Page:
Sailor Twain's New York: Secrets and Mysteries of the River Hudson
In 2009, the Library presented Mapping New York’s Shoreline, 1609-2009, an exhibition marking the 400th anniversary of Henry Hudson’s famous voyage. It caught the attention of Mark Siegel, who was already steeped in the history and mythology of the Hudson, six years into the production of his serialized graphic novel, Sailor Twain, or the Mermaid in the Hudson, available at the Library Shop. This work of historical fiction tells the star-crossed love story of a 19th-century steamship captain, Elijah Twain, and the Mermaid of the North (Hudson) River. Anchored in New York City and Hudson Valley history, Sailor Twain was exhaustively researched at The New York Public Library and regional historical societies.
For Siegel, the creative process begins with uncovering evocative images, printed ephemera, and other historical documents to inform a narrative that is both visual and textual. His work references such 19th-century literary giants as Dickens, Whitman, Melville, and, of course, Twain, but it most closely resonates with their predecessor, Washington Irving, who created a mythos of the Hudson with The Legend of Sleepy Hollow and Rip Van Winkle.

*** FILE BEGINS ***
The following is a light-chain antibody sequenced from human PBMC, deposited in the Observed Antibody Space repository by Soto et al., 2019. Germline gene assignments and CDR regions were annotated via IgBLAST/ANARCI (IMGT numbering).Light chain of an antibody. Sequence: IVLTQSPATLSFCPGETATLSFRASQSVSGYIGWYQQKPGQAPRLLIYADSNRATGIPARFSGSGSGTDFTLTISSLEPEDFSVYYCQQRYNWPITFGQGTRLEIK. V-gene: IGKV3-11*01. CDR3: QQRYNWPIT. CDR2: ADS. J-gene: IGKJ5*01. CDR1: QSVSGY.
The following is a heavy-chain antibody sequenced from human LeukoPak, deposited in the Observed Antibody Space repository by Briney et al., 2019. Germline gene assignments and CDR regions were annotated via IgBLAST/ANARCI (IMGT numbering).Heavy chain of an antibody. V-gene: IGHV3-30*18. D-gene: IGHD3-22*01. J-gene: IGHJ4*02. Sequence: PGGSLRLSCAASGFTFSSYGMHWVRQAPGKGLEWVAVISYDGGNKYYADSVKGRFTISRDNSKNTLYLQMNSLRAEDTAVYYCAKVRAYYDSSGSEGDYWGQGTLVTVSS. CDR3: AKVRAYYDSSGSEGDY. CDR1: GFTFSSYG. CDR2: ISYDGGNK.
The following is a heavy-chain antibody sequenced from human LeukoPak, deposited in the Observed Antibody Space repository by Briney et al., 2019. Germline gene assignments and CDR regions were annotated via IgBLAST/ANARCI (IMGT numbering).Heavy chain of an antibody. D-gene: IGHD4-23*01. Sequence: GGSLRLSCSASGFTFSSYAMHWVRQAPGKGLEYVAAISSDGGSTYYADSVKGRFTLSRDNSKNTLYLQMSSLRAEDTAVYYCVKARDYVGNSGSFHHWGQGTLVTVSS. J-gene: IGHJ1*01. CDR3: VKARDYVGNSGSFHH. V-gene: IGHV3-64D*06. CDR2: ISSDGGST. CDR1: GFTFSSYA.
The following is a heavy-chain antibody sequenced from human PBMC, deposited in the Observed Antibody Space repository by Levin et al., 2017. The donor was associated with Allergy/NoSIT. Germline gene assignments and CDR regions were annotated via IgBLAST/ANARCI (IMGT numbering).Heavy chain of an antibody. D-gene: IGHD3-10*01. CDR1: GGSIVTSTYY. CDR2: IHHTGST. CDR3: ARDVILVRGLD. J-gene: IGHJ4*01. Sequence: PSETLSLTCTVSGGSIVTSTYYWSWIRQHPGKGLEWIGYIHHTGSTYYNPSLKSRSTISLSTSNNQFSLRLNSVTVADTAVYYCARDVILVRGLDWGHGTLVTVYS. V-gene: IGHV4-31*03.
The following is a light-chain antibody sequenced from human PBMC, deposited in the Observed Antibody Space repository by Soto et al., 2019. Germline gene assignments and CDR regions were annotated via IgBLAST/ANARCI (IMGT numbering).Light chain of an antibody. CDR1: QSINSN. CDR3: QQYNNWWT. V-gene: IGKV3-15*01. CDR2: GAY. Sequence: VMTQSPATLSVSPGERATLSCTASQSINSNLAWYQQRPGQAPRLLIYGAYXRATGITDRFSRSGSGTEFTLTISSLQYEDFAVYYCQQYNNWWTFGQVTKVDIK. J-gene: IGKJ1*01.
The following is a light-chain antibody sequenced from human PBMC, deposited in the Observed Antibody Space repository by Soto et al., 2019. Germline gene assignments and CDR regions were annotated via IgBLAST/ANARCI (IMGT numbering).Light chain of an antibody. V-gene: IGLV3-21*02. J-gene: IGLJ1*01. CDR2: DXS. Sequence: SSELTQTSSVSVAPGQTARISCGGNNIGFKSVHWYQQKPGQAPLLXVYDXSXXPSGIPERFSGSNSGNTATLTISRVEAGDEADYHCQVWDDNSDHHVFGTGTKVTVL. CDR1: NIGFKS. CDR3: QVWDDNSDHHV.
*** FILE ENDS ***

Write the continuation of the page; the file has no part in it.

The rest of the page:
In 2010, Siegel met with Matthew Knutzen, NYPL’s Geospatial Librarian, opening further avenues of research in the Library’s map collections. Their dialogue developed into this exhibition, illuminating the fruitful relationships between cultural institutions and creators. Today, Sailor Twain returns to one of its sources, finding new life and context among NYPL collections that helped inspire its creation. The narrative that follows, in keeping with Siegel’s work, is part fact and part fiction.